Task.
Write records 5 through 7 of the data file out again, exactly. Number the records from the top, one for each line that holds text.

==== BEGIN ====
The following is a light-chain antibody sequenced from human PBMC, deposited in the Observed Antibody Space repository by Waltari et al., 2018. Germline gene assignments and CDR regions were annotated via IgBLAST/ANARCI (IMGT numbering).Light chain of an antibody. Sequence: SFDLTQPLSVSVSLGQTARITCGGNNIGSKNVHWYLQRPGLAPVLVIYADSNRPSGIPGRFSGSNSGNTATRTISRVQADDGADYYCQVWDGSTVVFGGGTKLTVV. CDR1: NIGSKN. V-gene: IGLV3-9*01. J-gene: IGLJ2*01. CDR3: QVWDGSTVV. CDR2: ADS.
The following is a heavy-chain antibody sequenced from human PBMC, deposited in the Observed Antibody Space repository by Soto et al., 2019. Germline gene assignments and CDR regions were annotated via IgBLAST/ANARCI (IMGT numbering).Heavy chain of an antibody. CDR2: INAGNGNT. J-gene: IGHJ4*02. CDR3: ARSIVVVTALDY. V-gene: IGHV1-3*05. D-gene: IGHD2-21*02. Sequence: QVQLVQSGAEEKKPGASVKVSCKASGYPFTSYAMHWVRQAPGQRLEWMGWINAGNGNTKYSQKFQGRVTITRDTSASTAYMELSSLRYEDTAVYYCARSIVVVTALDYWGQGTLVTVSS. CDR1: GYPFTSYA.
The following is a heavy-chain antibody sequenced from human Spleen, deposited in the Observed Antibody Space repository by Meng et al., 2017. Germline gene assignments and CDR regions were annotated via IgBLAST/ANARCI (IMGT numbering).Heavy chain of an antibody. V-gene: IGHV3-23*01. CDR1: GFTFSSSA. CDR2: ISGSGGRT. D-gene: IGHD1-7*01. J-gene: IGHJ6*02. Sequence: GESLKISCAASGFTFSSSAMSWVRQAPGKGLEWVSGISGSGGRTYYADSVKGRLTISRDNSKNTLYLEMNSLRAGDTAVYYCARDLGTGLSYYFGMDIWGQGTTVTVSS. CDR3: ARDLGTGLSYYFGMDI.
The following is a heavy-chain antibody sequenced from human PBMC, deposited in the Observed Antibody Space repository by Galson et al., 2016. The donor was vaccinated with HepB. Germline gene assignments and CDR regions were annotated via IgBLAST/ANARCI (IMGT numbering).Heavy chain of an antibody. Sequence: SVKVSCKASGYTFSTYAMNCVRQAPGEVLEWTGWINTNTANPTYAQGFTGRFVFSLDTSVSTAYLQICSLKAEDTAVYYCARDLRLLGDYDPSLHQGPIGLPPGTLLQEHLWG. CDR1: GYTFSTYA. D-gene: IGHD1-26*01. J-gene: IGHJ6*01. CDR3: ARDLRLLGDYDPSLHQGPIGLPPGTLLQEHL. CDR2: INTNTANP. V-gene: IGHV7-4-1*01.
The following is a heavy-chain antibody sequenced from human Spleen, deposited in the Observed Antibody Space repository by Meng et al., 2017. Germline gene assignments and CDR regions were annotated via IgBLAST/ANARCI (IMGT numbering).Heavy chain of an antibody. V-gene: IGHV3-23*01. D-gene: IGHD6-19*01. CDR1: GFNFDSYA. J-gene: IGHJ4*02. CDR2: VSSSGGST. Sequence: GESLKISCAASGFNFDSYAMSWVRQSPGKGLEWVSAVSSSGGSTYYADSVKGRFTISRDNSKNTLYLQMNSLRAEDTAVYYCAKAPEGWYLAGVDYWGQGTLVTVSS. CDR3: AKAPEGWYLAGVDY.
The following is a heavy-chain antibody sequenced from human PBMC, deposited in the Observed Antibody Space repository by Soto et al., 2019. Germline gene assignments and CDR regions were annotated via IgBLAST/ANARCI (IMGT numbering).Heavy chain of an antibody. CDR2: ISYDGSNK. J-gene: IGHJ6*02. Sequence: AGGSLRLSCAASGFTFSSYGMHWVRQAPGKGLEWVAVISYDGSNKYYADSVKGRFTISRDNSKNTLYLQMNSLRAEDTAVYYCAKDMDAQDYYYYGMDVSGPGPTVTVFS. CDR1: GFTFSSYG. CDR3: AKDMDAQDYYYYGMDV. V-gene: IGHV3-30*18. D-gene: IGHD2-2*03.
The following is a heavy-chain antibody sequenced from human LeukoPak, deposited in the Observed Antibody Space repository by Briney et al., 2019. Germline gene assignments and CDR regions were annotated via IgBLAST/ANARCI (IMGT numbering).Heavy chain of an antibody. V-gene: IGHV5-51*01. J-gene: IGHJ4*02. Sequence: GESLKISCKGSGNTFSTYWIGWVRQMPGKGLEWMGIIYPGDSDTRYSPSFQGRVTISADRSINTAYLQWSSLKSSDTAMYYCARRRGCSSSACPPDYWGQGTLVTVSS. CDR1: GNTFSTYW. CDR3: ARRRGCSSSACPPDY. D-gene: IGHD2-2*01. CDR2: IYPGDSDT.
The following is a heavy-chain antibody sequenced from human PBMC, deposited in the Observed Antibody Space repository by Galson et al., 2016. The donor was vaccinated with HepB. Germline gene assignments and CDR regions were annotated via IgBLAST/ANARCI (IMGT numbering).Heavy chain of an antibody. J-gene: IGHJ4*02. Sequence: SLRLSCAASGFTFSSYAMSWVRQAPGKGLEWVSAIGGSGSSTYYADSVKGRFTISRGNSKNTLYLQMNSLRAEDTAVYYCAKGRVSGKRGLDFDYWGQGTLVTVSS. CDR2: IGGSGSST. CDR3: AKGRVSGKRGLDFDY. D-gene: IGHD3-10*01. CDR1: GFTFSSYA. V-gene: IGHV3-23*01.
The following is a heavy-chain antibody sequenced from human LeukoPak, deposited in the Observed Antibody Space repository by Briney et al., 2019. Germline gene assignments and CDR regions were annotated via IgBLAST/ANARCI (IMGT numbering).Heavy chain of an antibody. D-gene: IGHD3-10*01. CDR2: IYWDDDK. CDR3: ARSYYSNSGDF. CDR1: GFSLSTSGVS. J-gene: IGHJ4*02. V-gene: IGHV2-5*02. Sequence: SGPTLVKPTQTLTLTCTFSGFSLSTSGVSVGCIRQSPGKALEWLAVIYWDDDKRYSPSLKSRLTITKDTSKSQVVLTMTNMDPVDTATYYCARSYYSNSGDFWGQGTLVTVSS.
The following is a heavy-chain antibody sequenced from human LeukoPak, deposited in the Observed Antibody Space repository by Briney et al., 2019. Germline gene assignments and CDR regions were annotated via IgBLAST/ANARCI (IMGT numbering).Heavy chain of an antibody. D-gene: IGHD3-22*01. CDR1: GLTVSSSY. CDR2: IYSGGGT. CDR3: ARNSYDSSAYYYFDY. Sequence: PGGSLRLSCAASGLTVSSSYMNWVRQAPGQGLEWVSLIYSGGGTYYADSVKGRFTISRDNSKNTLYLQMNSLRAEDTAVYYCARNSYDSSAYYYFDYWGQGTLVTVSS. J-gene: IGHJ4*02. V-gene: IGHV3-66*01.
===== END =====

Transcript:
The following is a heavy-chain antibody sequenced from human Spleen, deposited in the Observed Antibody Space repository by Meng et al., 2017. Germline gene assignments and CDR regions were annotated via IgBLAST/ANARCI (IMGT numbering).Heavy chain of an antibody. V-gene: IGHV3-23*01. D-gene: IGHD6-19*01. CDR1: GFNFDSYA. J-gene: IGHJ4*02. CDR2: VSSSGGST. Sequence: GESLKISCAASGFNFDSYAMSWVRQSPGKGLEWVSAVSSSGGSTYYADSVKGRFTISRDNSKNTLYLQMNSLRAEDTAVYYCAKAPEGWYLAGVDYWGQGTLVTVSS. CDR3: AKAPEGWYLAGVDY.
The following is a heavy-chain antibody sequenced from human PBMC, deposited in the Observed Antibody Space repository by Soto et al., 2019. Germline gene assignments and CDR regions were annotated via IgBLAST/ANARCI (IMGT numbering).Heavy chain of an antibody. CDR2: ISYDGSNK. J-gene: IGHJ6*02. Sequence: AGGSLRLSCAASGFTFSSYGMHWVRQAPGKGLEWVAVISYDGSNKYYADSVKGRFTISRDNSKNTLYLQMNSLRAEDTAVYYCAKDMDAQDYYYYGMDVSGPGPTVTVFS. CDR1: GFTFSSYG. CDR3: AKDMDAQDYYYYGMDV. V-gene: IGHV3-30*18. D-gene: IGHD2-2*03.
The following is a heavy-chain antibody sequenced from human LeukoPak, deposited in the Observed Antibody Space repository by Briney et al., 2019. Germline gene assignments and CDR regions were annotated via IgBLAST/ANARCI (IMGT numbering).Heavy chain of an antibody. V-gene: IGHV5-51*01. J-gene: IGHJ4*02. Sequence: GESLKISCKGSGNTFSTYWIGWVRQMPGKGLEWMGIIYPGDSDTRYSPSFQGRVTISADRSINTAYLQWSSLKSSDTAMYYCARRRGCSSSACPPDYWGQGTLVTVSS. CDR1: GNTFSTYW. CDR3: ARRRGCSSSACPPDY. D-gene: IGHD2-2*01. CDR2: IYPGDSDT.